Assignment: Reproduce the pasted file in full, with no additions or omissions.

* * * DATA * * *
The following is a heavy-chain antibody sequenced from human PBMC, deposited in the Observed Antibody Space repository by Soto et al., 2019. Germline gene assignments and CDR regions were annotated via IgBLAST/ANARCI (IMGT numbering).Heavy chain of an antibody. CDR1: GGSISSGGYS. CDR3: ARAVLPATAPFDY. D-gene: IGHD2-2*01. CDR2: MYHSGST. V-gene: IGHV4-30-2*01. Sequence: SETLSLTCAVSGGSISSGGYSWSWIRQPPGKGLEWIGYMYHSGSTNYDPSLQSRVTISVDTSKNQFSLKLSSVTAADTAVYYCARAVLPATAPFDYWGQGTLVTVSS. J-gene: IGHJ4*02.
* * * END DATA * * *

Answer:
The following is a heavy-chain antibody sequenced from human PBMC, deposited in the Observed Antibody Space repository by Soto et al., 2019. Germline gene assignments and CDR regions were annotated via IgBLAST/ANARCI (IMGT numbering).Heavy chain of an antibody. CDR1: GGSISSGGYS. CDR3: ARAVLPATAPFDY. D-gene: IGHD2-2*01. CDR2: MYHSGST. V-gene: IGHV4-30-2*01. Sequence: SETLSLTCAVSGGSISSGGYSWSWIRQPPGKGLEWIGYMYHSGSTNYDPSLQSRVTISVDTSKNQFSLKLSSVTAADTAVYYCARAVLPATAPFDYWGQGTLVTVSS. J-gene: IGHJ4*02.